Letters to the Editor

Bainbridge Island Review Letters to the Editor | Sept. 24

Election ‘08

Support candidates not with stolen sign

Four days ago I bought an Obama-Biden yard sign from the local Democrat headquarters for $5 and planted it on our front yard, not far from the road. Within hours the sign had been taken away by a person unknown.

To the unknown person who did this, please know that I bear you no ill will.

If you are an Obama-Biden supporter, I shall presume that you needed a sign for your front yard but couldn’t afford to buy one. In such case I thank you for joining in our support of the clearly superior candidates for our highest federal offices. The sign has already been replaced for an additional $5, thereby further enriching the Democrats’ campaign efforts.

If you are a McCain-Palin supporter, I must conclude that you acted out of anger and/or fear that your candidates cannot win unless support for Obama-Biden is actively suppressed by the theft of their yard signs. I thank you for this display of weakness and contempt for my right of free speech even as you asserted yours by the criminal act of stealing my yard sign.

If you are a kid, I forgive your childish behavior, but please, grow up, and learn to respect those who may disagree with you!

If you are none of these, why in the h(eck) did you swipe my sign?

IVER MacDOUGALL

NE South Beach Road

Schools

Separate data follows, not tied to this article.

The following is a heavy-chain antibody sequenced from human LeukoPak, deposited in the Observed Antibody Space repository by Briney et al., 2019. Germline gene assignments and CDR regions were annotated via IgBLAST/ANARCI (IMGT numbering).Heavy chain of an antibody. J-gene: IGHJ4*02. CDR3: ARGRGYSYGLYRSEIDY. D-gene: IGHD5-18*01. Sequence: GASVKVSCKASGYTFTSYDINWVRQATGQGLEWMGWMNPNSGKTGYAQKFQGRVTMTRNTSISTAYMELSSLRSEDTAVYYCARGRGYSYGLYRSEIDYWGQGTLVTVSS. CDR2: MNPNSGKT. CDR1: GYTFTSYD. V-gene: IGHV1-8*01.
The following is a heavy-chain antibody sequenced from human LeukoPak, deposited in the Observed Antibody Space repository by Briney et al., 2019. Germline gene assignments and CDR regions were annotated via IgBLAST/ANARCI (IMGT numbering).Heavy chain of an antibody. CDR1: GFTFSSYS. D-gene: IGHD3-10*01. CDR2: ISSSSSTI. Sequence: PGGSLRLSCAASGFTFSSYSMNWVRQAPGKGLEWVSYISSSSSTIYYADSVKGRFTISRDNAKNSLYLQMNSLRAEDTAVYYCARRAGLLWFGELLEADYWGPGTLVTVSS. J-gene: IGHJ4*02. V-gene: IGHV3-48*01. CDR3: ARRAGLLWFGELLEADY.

Send the school bus

bill to Gary Tripp

Gary Tripp’s letter to the editor (“Packing the bus: Is that cheating?” Sept. 20) ignores the fact that if a student decides to ride the school bus two weeks from now for the rest of the year, they will have a free ride.

Oh, I have a better idea. Let’s send the bill to Gary Tripp. I’m sure he wouldn’t want anyone cheating the school district out of funds it deserves.

KEVIN HAWKINS

Bainbridge Island

Shoreline

Do our bulkheads really threaten?

In a response (“Bulkheads do threaten,” Letters, Sept. 10) to my letter to the editor, Dr. Deborah Rudnick made a number of hypothetical statements, such as:

•Bulkheads can interrupt inputs of soils from the land to the sea;

•This interruption of fine material inputs can substantively alter nearshore habitat;

•Bulkheads can increase wave-reflective force, increasing erosion of nearby beaches and properties;

•Shoreline armoring can reduce or eliminate upper intertidal habitat.

You also said that “recent research from the University of Washington has shown that armoring can have effects including reducing woody debris and increasing beach surface temperatures which can stress spawning fish and invertebrates.” Subsequently, you provided the documents referenced above. Thank you. I have read them both, and have asked Donald Flora, for his comments. Dr. Flora was formerly employed by the United States Forest Service where he headed watershed studies research, including stream biology, riparian ecology and related subjects.